4. In pushing your work beyond your first title what were you most conscious of? What were/are you trying to achieve?
My first book practically burst out of me, almost unbidden. I was a single mother fighting to find time to read or write. My work welled up inside, only to be released while my baby napped. I’d known from an early age I was different. I knew I was a writer. Yet, in my childhood home, the only books allowed were Bibles and How To manuals. The only music allowed was marching bands and hymns. I’ve always worked to voice who I am in a contrary world. As I matured, I voiced human truths, exploring what’s hidden and little-talked-about in our society. That includes protesting the subjugation of Indigenous peoples, people of colour, and all women through an invisible system. Art nurtures us, but poverty controls us. Artists are like canaries in the mine. The 3% are our evil overlords and the end of humane existence. We must protest!
5. Can you reflect on any social contexts that might have been inspiring or generative (or conversely harmful, or inhibitive) to your writing practice at some point?
It may be a ridiculous parallel, but I equate my upbringing to the awareness others have that they’re born in the wrong body, must find a way to endure, and eventually ‘come out’ as who they actually are. My mother had married the poet Al Purdy, father of my half-brother, Brian. He abandoned her with 10-month-old Brian. She ended up with my father who was religiously fundamental. Artists were labelled the enemy. Books, visual art, even music were forbidden in our home. I’ve always worked to voice who I am, and my perspective, in a contrary world. My ‘coming out’ with my first book felt revolutionary. Ironically, my employment as a teacher was all-consuming, squeezing out the opportunity to be who I truly was. That’s why I started Big ‘Pond Rumours Literary E-Zine’, as a way of staying in touch with writing at a time when I couldn’t write myself.
6. Can you name a source of inspiration from your pre-teen years that impacted your writing in some way?
I’ve always felt closest to visual and audio imagery. As mentioned earlier, my first live-in experience was with a visual artist. Words can express visual and audio images. Whenever I read or write, I see the characters interacting and hear their voices. I remember reading Aldous Huxley, George Orwell, John Wyndham, Diane Wakowski, Anne Sexton, and Sylvia Plath in high school, and being immensely moved by all of their books. I also read Black Elk Speaks, Bury My Heart at Wounded Knee, and Diary of Anne Frank at age sixteen, crying as I turned each page because I saw and heard the massacre of so many people. In addition, my brother and I united with a friend as singer/songwriters, creating a three-person band. We rebelled against everything we were raised to, neither one of us taking our parent’s views to heart. We explored to understand what was denied to us.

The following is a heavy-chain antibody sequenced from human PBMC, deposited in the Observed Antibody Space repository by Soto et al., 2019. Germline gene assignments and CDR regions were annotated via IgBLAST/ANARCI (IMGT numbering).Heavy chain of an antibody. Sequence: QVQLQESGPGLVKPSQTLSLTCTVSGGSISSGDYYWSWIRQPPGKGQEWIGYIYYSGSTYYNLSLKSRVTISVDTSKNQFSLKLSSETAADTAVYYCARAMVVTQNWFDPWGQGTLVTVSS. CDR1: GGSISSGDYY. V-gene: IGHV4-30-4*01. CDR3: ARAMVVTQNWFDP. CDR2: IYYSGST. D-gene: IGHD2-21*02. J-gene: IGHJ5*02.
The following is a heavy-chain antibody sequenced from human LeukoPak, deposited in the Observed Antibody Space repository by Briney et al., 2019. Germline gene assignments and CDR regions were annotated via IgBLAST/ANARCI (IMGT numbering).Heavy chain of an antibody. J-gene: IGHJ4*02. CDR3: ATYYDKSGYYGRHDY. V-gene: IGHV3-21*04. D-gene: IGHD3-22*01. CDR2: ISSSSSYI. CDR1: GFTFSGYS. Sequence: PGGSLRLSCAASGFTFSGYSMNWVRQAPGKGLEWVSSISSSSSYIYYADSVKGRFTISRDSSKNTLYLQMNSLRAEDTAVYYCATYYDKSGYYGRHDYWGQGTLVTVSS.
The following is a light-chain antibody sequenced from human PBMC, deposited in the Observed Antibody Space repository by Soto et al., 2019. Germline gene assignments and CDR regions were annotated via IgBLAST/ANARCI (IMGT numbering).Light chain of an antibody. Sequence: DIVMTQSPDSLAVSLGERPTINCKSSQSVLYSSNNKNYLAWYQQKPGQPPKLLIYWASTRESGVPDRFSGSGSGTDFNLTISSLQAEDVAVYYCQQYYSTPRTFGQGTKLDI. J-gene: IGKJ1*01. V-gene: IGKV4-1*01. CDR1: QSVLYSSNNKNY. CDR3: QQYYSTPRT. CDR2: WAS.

7. Do you remember any experience around learning to write that became formative for you in the later years?
My brother introduced me to Bohemian Poets Embassy Workshop in the 1970s. I was pregnant and just beginning to write. They accepted me for who I was, one of my first experiences of acceptance as a writer. When Queen’s Quay was renovated, we lost both the space and the name of our workshop. It caused us to think deeply about our goals. We renamed ourselves Phoenix, rising from those flames, found a place, and founded AxleTree Coffee House. We believed poetry should be heard as well as read. That workshop and coffee house became institutions in Toronto’s writing scene back then. They’d accepted me, and were so accommodating I took my newborn to both. My daughter grew up on the laps of poets, and I grew as a writer with their critical voices in my head. I think writers thrive when more than one head is looking at their work.